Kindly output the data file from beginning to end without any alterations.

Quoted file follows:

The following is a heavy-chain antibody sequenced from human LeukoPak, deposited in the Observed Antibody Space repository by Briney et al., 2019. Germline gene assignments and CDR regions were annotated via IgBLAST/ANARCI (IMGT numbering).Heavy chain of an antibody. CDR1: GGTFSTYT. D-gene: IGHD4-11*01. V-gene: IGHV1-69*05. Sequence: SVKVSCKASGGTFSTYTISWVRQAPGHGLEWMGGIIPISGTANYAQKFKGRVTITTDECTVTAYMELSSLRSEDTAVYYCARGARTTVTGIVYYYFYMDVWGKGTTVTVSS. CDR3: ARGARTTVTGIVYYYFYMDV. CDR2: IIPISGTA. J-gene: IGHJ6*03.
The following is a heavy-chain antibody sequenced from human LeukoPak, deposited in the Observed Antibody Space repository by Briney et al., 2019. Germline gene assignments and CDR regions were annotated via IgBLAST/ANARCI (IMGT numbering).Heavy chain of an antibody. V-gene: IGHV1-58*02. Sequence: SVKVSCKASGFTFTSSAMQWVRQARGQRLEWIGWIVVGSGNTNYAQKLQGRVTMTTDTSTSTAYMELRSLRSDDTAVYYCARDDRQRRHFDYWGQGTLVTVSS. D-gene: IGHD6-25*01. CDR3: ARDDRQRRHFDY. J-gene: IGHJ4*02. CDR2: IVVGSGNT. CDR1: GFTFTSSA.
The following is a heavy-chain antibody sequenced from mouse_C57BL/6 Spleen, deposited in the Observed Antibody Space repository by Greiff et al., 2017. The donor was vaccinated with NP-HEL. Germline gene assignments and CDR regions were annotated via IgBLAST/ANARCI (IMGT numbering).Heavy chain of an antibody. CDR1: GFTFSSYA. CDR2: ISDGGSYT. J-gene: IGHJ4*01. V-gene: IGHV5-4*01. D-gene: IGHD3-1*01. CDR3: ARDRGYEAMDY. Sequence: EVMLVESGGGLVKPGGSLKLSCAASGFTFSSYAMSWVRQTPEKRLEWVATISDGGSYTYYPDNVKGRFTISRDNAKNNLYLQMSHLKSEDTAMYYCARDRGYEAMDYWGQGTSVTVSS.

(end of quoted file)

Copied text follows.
The following is a heavy-chain antibody sequenced from human LeukoPak, deposited in the Observed Antibody Space repository by Briney et al., 2019. Germline gene assignments and CDR regions were annotated via IgBLAST/ANARCI (IMGT numbering).Heavy chain of an antibody. CDR1: GGTFSTYT. D-gene: IGHD4-11*01. V-gene: IGHV1-69*05. Sequence: SVKVSCKASGGTFSTYTISWVRQAPGHGLEWMGGIIPISGTANYAQKFKGRVTITTDECTVTAYMELSSLRSEDTAVYYCARGARTTVTGIVYYYFYMDVWGKGTTVTVSS. CDR3: ARGARTTVTGIVYYYFYMDV. CDR2: IIPISGTA. J-gene: IGHJ6*03.
The following is a heavy-chain antibody sequenced from human LeukoPak, deposited in the Observed Antibody Space repository by Briney et al., 2019. Germline gene assignments and CDR regions were annotated via IgBLAST/ANARCI (IMGT numbering).Heavy chain of an antibody. V-gene: IGHV1-58*02. Sequence: SVKVSCKASGFTFTSSAMQWVRQARGQRLEWIGWIVVGSGNTNYAQKLQGRVTMTTDTSTSTAYMELRSLRSDDTAVYYCARDDRQRRHFDYWGQGTLVTVSS. D-gene: IGHD6-25*01. CDR3: ARDDRQRRHFDY. J-gene: IGHJ4*02. CDR2: IVVGSGNT. CDR1: GFTFTSSA.
The following is a heavy-chain antibody sequenced from mouse_C57BL/6 Spleen, deposited in the Observed Antibody Space repository by Greiff et al., 2017. The donor was vaccinated with NP-HEL. Germline gene assignments and CDR regions were annotated via IgBLAST/ANARCI (IMGT numbering).Heavy chain of an antibody. CDR1: GFTFSSYA. CDR2: ISDGGSYT. J-gene: IGHJ4*01. V-gene: IGHV5-4*01. D-gene: IGHD3-1*01. CDR3: ARDRGYEAMDY. Sequence: EVMLVESGGGLVKPGGSLKLSCAASGFTFSSYAMSWVRQTPEKRLEWVATISDGGSYTYYPDNVKGRFTISRDNAKNNLYLQMSHLKSEDTAMYYCARDRGYEAMDYWGQGTSVTVSS.